And the family relishes the time, although usually limited to three times a week, that they get to spend with one another.
Robin said she feels very good about getting to see her mom more.
“I feel good about it because a few months ago, I felt like I was never going to see her again, because she wasn’t around and we never got to see her,” she said.
They have been able to go on outings to the Harvest Homecoming festival in New Albany, went bowling and got to walk the trails in Charlestown State Park.
But a lot of the visits, including a weekly family dinner, are at Childplace.
“When we visit we usually go with the flow, play a video game,” Michael said.
“They make me sweat doing those virtual games,” Carol said with laugh, referring to the video game “Just Dance.”
The family also likes to play cards and board games, with Matthew claiming Monopoly as one of his favorites.
But more than anything, it’s the chance to spend time together that is reconnecting the family.
“I’m just happy that I still have them,” Carol said. “I’m very grateful for every minute I get to see them and be with them. It’s very depressing to not be able to tuck your kids in, or hug them whenever they need you — things that you take for granted.”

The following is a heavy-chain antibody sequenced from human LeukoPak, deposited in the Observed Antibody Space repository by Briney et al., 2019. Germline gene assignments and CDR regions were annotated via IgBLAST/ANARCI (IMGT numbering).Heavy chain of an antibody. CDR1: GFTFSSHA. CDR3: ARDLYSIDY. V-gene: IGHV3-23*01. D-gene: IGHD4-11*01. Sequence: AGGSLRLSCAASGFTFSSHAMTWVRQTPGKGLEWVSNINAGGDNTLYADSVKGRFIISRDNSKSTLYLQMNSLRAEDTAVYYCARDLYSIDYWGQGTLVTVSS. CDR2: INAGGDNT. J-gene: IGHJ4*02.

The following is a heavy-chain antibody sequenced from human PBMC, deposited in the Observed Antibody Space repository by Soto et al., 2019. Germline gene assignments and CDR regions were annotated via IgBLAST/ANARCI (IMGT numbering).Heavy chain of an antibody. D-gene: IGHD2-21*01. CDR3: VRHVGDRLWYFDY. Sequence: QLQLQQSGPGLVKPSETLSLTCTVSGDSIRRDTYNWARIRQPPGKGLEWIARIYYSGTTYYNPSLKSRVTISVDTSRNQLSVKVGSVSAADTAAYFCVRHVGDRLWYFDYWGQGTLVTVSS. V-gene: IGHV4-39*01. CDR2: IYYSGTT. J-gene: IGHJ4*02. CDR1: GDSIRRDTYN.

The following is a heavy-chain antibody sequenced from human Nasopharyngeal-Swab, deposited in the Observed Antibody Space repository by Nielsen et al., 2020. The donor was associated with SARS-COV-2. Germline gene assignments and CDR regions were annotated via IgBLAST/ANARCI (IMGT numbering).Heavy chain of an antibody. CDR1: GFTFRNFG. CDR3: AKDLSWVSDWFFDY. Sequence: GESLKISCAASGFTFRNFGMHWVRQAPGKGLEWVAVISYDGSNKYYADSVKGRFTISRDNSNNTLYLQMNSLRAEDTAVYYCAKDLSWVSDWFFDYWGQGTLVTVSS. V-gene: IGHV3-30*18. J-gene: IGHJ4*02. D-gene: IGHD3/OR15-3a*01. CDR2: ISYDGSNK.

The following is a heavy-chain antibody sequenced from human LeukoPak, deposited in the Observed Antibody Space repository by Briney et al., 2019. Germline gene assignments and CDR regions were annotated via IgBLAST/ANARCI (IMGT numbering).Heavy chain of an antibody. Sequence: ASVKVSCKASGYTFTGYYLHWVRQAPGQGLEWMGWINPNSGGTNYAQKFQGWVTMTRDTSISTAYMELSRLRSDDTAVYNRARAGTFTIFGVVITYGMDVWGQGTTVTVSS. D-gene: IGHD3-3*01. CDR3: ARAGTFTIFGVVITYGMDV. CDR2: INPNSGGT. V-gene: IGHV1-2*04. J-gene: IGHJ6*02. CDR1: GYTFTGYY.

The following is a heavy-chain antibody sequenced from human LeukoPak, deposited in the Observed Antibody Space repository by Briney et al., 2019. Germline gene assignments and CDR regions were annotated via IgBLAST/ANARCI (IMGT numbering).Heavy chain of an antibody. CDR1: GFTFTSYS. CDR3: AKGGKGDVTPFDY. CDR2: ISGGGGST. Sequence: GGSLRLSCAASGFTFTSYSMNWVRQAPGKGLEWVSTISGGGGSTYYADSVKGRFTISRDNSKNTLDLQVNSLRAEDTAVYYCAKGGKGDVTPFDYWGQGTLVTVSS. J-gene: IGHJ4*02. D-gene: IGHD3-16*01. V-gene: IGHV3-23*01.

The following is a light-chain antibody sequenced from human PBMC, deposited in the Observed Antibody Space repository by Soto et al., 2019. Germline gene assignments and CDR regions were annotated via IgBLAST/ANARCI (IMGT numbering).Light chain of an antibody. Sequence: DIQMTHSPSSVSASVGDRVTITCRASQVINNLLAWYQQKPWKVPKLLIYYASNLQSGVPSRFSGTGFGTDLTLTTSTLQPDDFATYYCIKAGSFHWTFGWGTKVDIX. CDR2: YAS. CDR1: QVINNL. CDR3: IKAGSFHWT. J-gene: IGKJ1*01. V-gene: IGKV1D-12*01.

Carol said once she has a court date in February she may be granted more time to spend with her children. She has a series of goals to reach, and if the court deems that she is meeting all of the criteria she said she’ll be granted more visits, which will increase to overnight and weekend visits.
“It’s making sure that ... every [goal] is met so that we don’t fall back into what has happened,” she said.
In the meantime, Carol is searching for housing in Jeffersonville where she and her children could all eventually move back in together.
Until then, the family is thrilled to be spending the holidays together, with the help of Wish Book.
“It’s not something that happens every day,” Michael said.